- Heather Blume: Pay people well and APPRICIATE them, and they are more likely to be higher performers for you.
- Eric Brown: Many cuts in expenses may seem short sighted, but we have never seen economic times like these.
- UMoveFree: If you use commission-based leasing agents, make sure they are trustworthy and ethical or it could damage your property’s reputation.
- Darcey Forbes: Most companies are looking at how to reduce/consolidate staffing due to the implementation of programs like Level One or Crossfire.
- Leigh Curry: Use a health insurance auditor. Good auditors can find up to a 10% discount in total medical insurance costs.
- Bob Gura: We are coming up on one year with Crossfire and I am not impressed with the results. Our staff is much more engaging.
- Lisa Trosien: I have seen companies who do not reduce staff because they add a call center, but simply don’t replace staff who leave.
- Bob Gura: Don’t downplay stability at properties. It really impacts retention. Don’t be penny wise and pound foolish.
- Heather Blume: The owner/CEO of CSI took total pay cut my last year there in the hopes of not laying off people. Breeds loyalty.
- Lisa Trosien: REIT salaries of top execs are published; interesting to see if there’s any difference in year to year.
- Will Clark: As an owner, a good PM is always worth the NOI hit. I love seeing familiar faces and not retraining to my style and goals.
- Katie Roncadori: I think you can, as long as you have quality staff in place that actually cares about the community and the residents.
- Jonathan Saar: Broad question- but I don’t ever feel people going will aid resident service.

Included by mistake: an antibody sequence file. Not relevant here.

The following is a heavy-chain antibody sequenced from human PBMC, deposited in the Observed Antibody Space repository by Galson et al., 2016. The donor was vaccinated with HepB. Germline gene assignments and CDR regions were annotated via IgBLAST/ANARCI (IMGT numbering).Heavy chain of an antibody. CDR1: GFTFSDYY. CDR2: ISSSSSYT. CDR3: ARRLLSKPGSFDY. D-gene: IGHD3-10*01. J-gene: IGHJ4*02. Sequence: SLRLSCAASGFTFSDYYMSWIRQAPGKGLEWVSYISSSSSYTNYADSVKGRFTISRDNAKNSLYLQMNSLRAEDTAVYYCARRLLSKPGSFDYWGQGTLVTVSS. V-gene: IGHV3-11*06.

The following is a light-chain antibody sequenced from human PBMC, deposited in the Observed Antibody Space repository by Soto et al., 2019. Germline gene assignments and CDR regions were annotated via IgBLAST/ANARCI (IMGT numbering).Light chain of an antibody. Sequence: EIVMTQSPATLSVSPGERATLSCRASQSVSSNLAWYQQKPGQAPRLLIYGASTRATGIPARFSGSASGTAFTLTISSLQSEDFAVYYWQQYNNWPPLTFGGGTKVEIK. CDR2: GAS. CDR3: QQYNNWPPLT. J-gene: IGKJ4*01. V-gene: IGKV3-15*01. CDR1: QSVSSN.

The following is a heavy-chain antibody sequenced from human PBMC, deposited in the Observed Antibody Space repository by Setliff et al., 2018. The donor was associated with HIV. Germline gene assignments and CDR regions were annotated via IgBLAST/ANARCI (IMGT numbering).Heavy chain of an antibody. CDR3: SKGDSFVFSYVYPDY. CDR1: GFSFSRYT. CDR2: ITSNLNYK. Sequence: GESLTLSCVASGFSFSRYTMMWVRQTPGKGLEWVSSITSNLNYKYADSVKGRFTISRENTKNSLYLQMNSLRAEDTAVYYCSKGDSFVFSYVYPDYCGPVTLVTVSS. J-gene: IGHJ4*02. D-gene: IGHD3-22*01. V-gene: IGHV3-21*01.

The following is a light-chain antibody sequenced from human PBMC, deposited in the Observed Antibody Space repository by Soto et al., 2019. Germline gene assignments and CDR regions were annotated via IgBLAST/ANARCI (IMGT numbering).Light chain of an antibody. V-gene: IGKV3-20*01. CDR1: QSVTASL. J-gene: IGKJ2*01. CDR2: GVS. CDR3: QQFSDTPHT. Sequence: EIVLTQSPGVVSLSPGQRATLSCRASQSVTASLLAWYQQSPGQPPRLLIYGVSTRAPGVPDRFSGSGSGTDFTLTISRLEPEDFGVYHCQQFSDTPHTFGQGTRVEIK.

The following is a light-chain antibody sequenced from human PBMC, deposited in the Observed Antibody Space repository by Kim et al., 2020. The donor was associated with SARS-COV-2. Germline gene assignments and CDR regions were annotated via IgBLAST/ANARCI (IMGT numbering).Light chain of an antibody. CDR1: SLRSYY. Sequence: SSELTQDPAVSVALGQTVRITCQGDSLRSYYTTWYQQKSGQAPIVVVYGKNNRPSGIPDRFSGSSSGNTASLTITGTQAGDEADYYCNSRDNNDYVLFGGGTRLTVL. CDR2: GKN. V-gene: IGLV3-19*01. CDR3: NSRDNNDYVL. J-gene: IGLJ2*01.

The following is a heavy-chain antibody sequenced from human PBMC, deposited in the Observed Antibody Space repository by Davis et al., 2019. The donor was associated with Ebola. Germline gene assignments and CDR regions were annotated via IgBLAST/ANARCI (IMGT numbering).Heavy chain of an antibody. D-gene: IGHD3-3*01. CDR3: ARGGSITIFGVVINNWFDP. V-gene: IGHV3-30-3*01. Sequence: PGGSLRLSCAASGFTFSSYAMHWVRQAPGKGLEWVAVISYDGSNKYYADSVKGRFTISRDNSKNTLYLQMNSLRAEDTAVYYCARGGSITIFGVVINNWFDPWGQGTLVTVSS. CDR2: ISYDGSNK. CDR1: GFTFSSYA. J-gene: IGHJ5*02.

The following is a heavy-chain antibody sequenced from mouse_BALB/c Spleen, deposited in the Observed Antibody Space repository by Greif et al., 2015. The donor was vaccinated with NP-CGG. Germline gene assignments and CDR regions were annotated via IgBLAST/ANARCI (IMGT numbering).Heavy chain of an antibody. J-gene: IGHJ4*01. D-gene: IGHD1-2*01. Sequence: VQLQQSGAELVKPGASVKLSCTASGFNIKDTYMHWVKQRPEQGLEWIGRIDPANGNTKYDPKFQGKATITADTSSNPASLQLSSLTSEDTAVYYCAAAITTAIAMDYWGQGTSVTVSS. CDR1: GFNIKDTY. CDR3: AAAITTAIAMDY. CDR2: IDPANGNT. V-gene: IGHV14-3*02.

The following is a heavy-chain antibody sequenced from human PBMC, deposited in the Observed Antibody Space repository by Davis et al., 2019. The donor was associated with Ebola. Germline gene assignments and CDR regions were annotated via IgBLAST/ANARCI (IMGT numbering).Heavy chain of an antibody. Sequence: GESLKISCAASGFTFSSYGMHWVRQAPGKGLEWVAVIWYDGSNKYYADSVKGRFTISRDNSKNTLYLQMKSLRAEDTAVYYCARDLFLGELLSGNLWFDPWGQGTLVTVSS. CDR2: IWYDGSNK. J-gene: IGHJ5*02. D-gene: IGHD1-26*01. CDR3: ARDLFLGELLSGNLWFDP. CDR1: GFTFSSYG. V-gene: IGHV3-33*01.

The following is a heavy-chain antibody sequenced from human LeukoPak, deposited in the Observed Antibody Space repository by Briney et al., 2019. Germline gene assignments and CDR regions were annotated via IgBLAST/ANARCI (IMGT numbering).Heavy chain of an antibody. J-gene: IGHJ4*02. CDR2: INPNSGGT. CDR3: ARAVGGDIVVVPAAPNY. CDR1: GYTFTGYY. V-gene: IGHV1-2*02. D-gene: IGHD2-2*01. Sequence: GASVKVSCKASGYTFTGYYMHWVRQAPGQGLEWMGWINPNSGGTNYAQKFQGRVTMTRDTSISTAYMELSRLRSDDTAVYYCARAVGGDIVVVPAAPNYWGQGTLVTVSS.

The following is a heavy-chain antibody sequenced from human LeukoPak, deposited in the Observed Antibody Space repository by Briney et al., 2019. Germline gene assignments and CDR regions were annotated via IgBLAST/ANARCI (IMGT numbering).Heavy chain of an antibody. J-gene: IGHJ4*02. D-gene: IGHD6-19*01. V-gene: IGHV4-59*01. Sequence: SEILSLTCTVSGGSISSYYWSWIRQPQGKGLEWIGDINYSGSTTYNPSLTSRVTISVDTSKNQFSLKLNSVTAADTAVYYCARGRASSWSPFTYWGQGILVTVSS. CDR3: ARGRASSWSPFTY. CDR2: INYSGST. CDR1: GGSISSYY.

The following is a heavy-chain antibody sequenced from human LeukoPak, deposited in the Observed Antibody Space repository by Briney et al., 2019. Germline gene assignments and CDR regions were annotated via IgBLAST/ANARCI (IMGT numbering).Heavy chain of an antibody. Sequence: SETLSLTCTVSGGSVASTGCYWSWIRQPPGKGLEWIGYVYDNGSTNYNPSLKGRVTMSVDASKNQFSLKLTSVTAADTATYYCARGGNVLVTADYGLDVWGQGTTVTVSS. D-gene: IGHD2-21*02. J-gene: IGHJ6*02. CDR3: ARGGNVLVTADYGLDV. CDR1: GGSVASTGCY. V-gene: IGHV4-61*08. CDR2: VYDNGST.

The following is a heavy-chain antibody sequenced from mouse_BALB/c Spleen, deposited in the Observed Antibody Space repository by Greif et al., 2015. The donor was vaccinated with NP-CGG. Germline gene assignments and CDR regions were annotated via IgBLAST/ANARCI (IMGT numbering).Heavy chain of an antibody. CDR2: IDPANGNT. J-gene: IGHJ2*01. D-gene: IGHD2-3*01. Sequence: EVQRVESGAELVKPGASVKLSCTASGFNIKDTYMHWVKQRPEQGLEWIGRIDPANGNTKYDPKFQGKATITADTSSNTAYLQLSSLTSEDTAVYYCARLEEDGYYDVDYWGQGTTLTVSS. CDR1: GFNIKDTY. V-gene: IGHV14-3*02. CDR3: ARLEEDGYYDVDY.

As a follow-up, Lisa Trosien posed this question:
Do we all believe the old rule of 100-1 units to staff doesn’t hold anymore? Thoughts?
Here’s how you responded:
- Will Clark: I can be persuaded that 1.5:100 is the new standard. Depends on age, turnover, needs of property.
- Laura at GABP: That rule didnt work when it was the industry std. How many U need depends on the quality of your people.
- Lisa Trosien: I think the # of people depends upon the level of service you provide and your tech sophistication.
- Elena Ferranti: Number of staff can also depend on history of prop. A problem prop needs much more staff.
- Bob Gura: Redesigning jobs to broaden responsibilities and staggering shifts can create a leaner more focused environment.
- Eric Brown: The number of people required verses the level of service can be overrated, More people doesn’t = better service.
- Eric at Buildium: I agree that 1 can’t manage 1,000. But a quality person will find a way to do a great job with limited tools.
We wrapped up the conversation with our picks for the Big Game — it looks like the #AptChat audience will be a house divided on Super Bowl Sunday.
There were a lot of interesting comments along the way about the training, technology, personality and motivation required to help onsite staff succeed — make sure you read the discussion, and leave your own comments below. Here’s the link to the full transcript — we had 338 tweets over the course of the hour, coming from 57 different contributors.
What are you doing to keep your expenses in check? Tell us what you think!